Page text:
Rodney Reed: Evidence of innocence finally heard
“Rodney [Reed] had a Jim Crow trial in a kangaroo court. There’s not a system of justice. This was a conspiracy between the sheriffs, the police, the Texas Rangers and the District Attorney. The District Attorney knew Rodney was innocent, and she orchestrated all the lies for the all-white jury,” Sandra Reed, the mother of Rodney Reed, told Workers World.
“The state never had any evidence on my son, and now everything is out for the whole world to see. I am more optimistic than ever,” she continued.
Rodney Reed has been on death row almost half his life, convicted of the rape and murder of Stacey Stites in 1998. Reed is African American, and Stites was white. They were having a casual, consensual relationship when she was killed in 1996. However, Stites was engaged to a white cop.
Reed was given an indefinite stay of execution in November 2019 by Texas’ highest criminal court and granted an evidentiary hearing. After several COVID delays, the hearing finally began July 19.
Over 50 of Reed’s supporters and extended family rallied outside of the courthouse July 17, wearing T-shirts and carrying picket signs reading “I Stand with Rodney Reed” and calling for his freedom. “We’re not going to stop, because we know the truth. And we’re going to stand on the truth, because it remains the same,” Reed’s brother Rodrick told the crowd. “And we will stand today to see justice done in this case.” (tinyurl.com/29nz4mjr)
Gathering at the Kerr Community Center in a nearby park, they received a phone call from Reed, just blocks away in the Bastrop County Jail. He thanked everyone for their support and asked them to continue the struggle and continue to fight.
The facts come out
Beginning July 19 and over the next four days, the defense called almost 20 witnesses. They testified that Reed and Stites were having an affair, but that it was scientifically impossible for Reed to have killed Stites, who was with her fiancé at the time she was killed. Witnesses described how others in law enforcement lied to protect Stites’ fiancé Jimmy Fennell, who was a police officer at the time of the murder.
All evidence points to Fennell as the likely killer. There was testimony that he was controlling and jealous. Fennell did 10 years in a state prison beginning in 2008, for raping and kidnapping a woman who had called the police for help.
Fennel failed two polygraph tests on the question of whether he had strangled Stites. And police had evidence connecting Fennel’s truck to the murder; however, the truck was promptly sold after Stites was killed, prohibiting any DNA testing on its contents. (tinyurl.com/hb8mpm)
An audible gasp could be heard in the courtroom when Arthur Snow testified. Snow met Fennell in prison, when Fennell sought protection from a white-supremacist gang. Snow said that Fennell told him, “You wouldn’t believe how easily a belt would break, strangling a (n-word)-loving whore.”
The belt used to strangle Stites was found in two pieces nearby where her body was discovered.
After nine days, the evidentiary hearing closed. Presiding State District Judge J.D. Langley will hold closing arguments mid-August. He will submit his findings to the Texas Court of Criminal Appeals, which will then review the new evidence and Langley’s opinion. The Criminal Appeals Court will then determine whether Reed should go free, get a new trial or be executed.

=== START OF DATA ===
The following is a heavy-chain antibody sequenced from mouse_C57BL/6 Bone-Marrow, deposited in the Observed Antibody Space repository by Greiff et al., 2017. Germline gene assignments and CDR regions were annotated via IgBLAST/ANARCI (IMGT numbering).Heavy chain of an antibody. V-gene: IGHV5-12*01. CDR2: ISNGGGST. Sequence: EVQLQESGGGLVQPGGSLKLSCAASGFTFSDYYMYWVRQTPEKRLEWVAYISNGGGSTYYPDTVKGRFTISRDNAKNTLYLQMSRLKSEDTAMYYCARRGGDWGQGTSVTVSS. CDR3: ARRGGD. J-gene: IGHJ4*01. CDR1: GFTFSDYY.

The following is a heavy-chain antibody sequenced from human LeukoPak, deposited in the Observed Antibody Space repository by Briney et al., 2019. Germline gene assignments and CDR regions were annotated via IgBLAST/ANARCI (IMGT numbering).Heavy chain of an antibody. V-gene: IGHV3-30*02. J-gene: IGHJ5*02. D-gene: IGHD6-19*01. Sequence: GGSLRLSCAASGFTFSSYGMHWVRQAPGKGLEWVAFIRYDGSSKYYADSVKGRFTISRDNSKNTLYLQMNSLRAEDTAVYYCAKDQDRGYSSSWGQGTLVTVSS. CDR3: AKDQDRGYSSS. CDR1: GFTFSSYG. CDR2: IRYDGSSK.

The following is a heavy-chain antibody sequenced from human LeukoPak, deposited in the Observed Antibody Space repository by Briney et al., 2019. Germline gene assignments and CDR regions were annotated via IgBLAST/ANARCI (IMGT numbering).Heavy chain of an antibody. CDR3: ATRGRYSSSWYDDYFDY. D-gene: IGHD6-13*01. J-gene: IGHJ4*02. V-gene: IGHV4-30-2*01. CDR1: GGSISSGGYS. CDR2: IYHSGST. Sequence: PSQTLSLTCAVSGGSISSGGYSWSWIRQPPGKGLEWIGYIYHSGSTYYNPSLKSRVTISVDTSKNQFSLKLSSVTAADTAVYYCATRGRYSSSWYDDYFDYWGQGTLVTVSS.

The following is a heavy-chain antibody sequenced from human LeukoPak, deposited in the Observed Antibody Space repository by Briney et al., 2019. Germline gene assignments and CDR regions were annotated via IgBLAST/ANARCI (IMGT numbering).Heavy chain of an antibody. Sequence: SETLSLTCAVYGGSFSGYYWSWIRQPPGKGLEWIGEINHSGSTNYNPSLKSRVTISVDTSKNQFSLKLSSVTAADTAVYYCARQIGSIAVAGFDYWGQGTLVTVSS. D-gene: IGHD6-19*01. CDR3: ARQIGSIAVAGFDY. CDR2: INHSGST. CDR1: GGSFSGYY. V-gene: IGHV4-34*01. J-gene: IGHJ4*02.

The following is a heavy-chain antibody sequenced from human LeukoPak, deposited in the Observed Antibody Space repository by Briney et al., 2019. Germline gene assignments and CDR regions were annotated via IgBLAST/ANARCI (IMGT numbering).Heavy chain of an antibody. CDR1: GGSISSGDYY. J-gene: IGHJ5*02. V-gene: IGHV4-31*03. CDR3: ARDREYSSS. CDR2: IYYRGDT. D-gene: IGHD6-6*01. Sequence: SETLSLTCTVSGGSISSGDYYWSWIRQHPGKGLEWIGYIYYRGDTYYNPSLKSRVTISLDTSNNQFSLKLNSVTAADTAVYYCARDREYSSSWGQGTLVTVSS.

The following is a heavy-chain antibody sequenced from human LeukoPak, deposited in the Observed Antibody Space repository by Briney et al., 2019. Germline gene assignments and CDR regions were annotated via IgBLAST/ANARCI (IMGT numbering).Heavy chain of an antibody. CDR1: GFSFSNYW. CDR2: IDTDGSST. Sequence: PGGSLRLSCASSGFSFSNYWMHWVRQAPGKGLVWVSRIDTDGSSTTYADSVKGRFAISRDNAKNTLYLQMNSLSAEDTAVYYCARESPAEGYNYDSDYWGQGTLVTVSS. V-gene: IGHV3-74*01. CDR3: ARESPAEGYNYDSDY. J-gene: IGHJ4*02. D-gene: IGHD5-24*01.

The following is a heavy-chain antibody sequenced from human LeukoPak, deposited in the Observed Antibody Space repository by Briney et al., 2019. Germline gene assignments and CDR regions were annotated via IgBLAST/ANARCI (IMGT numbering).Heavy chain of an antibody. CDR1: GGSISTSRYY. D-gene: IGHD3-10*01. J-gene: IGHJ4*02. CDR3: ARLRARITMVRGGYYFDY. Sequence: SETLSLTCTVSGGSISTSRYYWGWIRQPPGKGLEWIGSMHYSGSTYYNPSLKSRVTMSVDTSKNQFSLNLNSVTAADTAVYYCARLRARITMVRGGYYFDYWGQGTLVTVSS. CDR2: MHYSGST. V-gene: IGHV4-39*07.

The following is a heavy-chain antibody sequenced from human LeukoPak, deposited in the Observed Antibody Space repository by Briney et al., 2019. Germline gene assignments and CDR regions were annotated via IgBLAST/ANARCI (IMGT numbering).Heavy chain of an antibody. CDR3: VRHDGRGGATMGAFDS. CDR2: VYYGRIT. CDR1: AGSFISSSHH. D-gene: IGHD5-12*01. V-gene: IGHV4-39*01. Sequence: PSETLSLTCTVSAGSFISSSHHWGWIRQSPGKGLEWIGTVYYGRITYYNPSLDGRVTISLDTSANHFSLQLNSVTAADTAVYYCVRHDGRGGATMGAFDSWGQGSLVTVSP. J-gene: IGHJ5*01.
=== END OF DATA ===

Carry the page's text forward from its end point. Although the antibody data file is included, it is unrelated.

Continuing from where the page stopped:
Why is Reed’s case so important?
What has happened to Reed, a Black man, is typical of what happens in the criminal injustice system, whether it is in small-town Bastrop, Texas, or in metropolitan New York City.
Prison Policy Initiative reveals that “Black people make up 40% of the incarcerated population, but only 13% of the general United States population; and Black families, regardless of individual involvement with the criminal-legal system, lose their loved ones to prisons and jails at higher rates than their white counterparts.” According to PPI, 62.9% of Black people in the U.S. have an immediate family member incarcerated.
Reed’s father Walter died unexpectedly about a decade after Reed was put on death row. And PPI has reported new data that shows that people with incarcerated loved ones have shorter life expectancies and poorer health. (tinyurl.com/s6mdayb)
In Texas, Black people constitute 13% of state residents, but 27% of people in jail and 33% of people in prison. Of those on Texas death row, 44.7% are Black.
The Bastrop County District Attorney Bryan Goertz, Assistant Attorney Generals Lisa Tanner and Matt Ottoway, who prosecuted Reed, hid exculpatory evidence. This is called a Brady violation.
In courtrooms across the U.S., prosecutors regularly withhold evidence from the defense that could blow holes in their cases. That’s a violation of a 1993 Supreme Court decision that says the prosecutors must turn over any information favorable to the defense.
The murder weapon in Reed’s case, the belt used to strangle Stites, has never been tested for DNA evidence, despite repeated requests from Reed’s attorneys. As of January 2020, the Innocence Project has documented over 365 DNA exonerations in the U.S. Twenty-one of these exonerees had previously been sentenced to death.
The Reed family and the thousands of supporters across the country want Rodney to finally be free. We await the judge’s ruling, hoping it will be fair. Many thousands of eyes are watching. If a favorable recommendation to the Texas high court is accepted, we hope Rodney will be freed or at least have a new trial.
Dr. Martin Luther King’s words in his “Letter from Birmingham Jail” that he smuggled out of jail in 1963 certainly ring true for Rodney Reed. “Justice too long delayed is justice denied.”
WW PHOTO: Gloria Rubac